Commuters face summer of travel chaos as more unions join strikes

Workers returning to London offices face a summer of travel chaos as rail unions plan a second month of strikes.

Two other rail unions have announced plans for industrial action in late June and July, with bosses threatening to create a “summer of discontent” for commuters.

According to the Associated Society of Locomotive Engineers and Firemen (ASLEF), Tramlink, Greater Anglia and Hull Trains locomotive drivers will soon quit over separate pay disputes.

The Transport Salaried Staffs’ Association (TSSA) has also announced it will vote hundreds of Avanti West Coast workers one-by-one on pay, job security and working conditions, with a possible strike at the end of July.

ASLEF said the strike action would take place on June 28-29 and July 13-14 on the Transport for London operated Tramlink, which runs through central Croydon. Strikes were also announced for Greater Anglia on 23 June and at Hull Trains on 26 June.

The strike in Greater Anglia will coincide with industrial action by the Rail and Maritime Union, which has threatened to bring Britain to a standstill after talks collapsed.

More than 40,000 employees from Network Rail and 13 other operators are expected to take part in the RMT strike on June 21, 23 and 25 in what would be the largest rail strike in recent history. The distance to the strikes is expected to affect the railways which have effectively been frozen all week.

Ballots will be distributed to 300 TSSA members next week, with a possible strike as early as July 13 if they support strike action.

Manuel Cortes, the union’s general secretary, said: “Avanti West Coast employees are demanding basic fair treatment: no dismissal from their job; a fair raise in the face of a cost-of-living crisis; and no race to the bottom on terms and conditions.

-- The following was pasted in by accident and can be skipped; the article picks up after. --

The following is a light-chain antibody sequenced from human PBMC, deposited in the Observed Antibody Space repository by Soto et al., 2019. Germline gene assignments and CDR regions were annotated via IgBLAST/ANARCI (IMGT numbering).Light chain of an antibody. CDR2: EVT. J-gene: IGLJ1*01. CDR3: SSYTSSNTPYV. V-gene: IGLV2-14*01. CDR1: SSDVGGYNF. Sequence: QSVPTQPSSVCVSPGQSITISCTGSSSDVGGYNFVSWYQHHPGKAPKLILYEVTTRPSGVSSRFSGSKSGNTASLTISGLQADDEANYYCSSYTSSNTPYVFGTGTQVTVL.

“We could see a summer of dissatisfaction on our rails. Make no mistake, we are preparing for all options, including coordinated strike action. And if our members go on strike in Avanti, the trains will stop.”

Meanwhile, ScotRail has reached a deal with its train drivers that could end the wage dispute.

Aslef, the union representing the drivers, agreed to a 5 percent deal after previously rejecting a 4.2 percent salary offer and threatening strikes.

Hull Trains, Greater Anglia, TfL and FirstGroup – operators of Avanti West Coast – have all been asked for comment. Commuters face summer of travel chaos as more unions join strikes

Russell Falcon is an automatic aggregator of the all world’s media. In each content, the hyperlink to the primary source is specified. All trademarks belong to their rightful owners, all materials to their authors. If you are the owner of the content and do not want us to publish your materials, please contact us by email – The content will be deleted within 24 hours.

Related Articles

Back to top button